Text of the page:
35 pages 1 hour read

Raja Rao


Fiction | Novel | Adult | Published in 1938

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Summary and Study Guide


Kanthapura is a 1938 novel by Indian author Raja Rao. Set during the early days of the Indian struggle for independence, the novel chronicles the impact of the teachings of Mahatma Gandhi on a small south Indian village named Kanthapura. This is Raja Rao’s most well-known and acclaimed books and primarily serves as a critique of the traditional Indian caste system. The book is narrated in the form of a purana, or old manuscript, by an old woman of the village, Achakka. In the village of Kanthapura, the caste system is strict and the village is run primarily by the high-caste Brahmins, while the lowest caste is known as Pariahs. The village is only truly united during festivals, when all castes interact. The villagers believe they are protected by a local deity named Kenchamma.

Moorthy, a young Brahmin, is the main character of Kanthapura. He has recently left the village to study in the city and has become versed in the philosophy of Mahatma Gandhi. He soon becomes an activist, speaking out about the caste system and eschewing British clothes and manners for a more traditional Indian style. This causes no small conflict in the city, and he is soon excommunicated by the village priest. Moorthy’s mother dies, her health impacted by the shame she feels over her son’s excommunication, and Moorthy winds up living with Rangamma, an educated and politically active widow who pulls him into the Indian independence movement.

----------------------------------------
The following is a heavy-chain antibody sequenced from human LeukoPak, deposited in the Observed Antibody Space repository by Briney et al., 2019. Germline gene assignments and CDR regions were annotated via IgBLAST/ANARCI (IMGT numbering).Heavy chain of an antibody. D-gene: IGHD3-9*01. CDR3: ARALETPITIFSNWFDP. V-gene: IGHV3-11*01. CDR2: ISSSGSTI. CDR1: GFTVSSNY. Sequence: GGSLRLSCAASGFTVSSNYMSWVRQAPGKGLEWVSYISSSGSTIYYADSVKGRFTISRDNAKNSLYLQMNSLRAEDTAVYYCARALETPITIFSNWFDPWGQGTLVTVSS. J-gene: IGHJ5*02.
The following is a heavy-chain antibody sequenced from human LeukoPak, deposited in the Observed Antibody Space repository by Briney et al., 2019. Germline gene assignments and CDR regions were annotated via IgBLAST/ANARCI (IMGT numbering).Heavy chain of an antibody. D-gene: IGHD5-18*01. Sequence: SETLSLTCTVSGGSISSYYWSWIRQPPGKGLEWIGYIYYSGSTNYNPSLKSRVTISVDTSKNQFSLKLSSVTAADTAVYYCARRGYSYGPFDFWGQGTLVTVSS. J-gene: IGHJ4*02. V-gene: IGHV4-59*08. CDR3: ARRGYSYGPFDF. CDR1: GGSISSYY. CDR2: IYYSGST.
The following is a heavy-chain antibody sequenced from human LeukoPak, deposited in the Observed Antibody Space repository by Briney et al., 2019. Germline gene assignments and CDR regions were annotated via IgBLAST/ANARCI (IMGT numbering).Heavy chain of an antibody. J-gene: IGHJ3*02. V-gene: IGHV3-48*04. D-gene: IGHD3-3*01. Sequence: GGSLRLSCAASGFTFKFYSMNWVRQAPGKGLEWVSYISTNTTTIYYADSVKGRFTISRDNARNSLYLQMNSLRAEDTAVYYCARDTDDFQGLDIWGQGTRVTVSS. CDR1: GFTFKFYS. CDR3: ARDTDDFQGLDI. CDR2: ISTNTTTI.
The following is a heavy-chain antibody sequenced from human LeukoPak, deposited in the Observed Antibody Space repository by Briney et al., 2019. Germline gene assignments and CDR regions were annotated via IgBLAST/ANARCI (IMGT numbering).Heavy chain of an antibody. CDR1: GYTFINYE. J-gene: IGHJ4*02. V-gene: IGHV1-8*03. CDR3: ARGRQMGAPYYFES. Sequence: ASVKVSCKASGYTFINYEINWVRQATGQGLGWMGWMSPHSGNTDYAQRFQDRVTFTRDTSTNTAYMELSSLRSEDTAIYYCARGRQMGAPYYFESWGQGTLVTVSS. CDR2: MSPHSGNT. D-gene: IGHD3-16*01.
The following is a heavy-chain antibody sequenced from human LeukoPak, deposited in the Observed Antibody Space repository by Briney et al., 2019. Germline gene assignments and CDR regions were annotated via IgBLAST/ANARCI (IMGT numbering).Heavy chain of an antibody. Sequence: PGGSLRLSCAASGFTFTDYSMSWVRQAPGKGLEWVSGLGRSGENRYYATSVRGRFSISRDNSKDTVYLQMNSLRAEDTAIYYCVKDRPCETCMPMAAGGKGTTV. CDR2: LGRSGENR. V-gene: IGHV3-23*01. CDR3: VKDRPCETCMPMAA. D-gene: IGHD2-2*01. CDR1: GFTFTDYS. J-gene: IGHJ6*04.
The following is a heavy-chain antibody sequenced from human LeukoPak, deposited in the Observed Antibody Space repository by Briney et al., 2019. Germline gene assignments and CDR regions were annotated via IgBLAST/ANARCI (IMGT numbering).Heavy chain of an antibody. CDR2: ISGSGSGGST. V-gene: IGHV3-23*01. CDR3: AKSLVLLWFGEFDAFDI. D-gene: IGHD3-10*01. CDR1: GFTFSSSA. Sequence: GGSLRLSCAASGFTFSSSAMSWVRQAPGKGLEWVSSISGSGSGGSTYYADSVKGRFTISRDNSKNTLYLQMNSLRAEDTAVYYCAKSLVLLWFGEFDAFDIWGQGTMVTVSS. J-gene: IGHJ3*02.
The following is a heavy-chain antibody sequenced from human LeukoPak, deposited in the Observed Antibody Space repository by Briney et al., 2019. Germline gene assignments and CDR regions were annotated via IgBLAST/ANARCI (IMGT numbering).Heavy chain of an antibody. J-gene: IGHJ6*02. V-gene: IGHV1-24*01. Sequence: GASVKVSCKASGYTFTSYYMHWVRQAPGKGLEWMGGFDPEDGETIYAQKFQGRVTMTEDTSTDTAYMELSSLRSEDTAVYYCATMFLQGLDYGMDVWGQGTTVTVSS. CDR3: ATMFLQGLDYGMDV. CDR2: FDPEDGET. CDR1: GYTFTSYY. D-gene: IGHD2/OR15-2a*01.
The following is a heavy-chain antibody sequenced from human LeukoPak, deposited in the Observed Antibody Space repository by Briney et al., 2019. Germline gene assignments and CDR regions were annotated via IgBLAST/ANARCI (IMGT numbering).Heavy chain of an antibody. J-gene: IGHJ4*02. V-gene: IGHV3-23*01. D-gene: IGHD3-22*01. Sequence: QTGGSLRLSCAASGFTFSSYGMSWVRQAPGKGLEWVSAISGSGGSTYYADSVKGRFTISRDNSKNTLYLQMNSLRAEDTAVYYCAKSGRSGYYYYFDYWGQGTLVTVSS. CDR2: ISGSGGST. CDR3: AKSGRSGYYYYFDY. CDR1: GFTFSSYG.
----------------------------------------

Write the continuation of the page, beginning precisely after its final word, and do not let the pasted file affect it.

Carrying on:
The Brahmin clerks of a local coffee estate invite Moorthy to speak at their meetings, hoping to create a greater awareness of Gandhian teachings among the local lower-caste laborers. However, when he arrives, the local policeman, Bade Khan, beats him and attempts to scare him off. The laborers attempt to stand up for Moorthy and beat the policeman, but they are thrown out of the estate for this. Moorthy becomes more politically active, eventually becoming a staunch ally of Gandhi. Although the violence he was a part of weighs on him, he commits to non-violence. He stages a three-day fast to protest against India’s colonial rulers, and feels liberated by the experience. A unit of Gandhi’s independence committee is formed in Kanthapura, and Moorthy becomes their leader.

Moorthy is blamed by the British government for instigating violence and is arrested. While the committee volunteers to pay his bail, Moorthy refuses their money and spends the next three months in prison. While he is locked away, the women of Kanthapura take the reins and form a volunteer corps under Rangamma’s leadership. She motivates the women by telling them stories of strong women from Indian history. Although they face much hardship and violence from the police and British army, culminating in the village being burned, they remain loyal to Gandhi’s ideals. When Moorthy is released from prison, he is greeted as a hero by the village, which is now united across caste lines. Moorthy and the rest of the town look towards the future and continue their fight for independence. 

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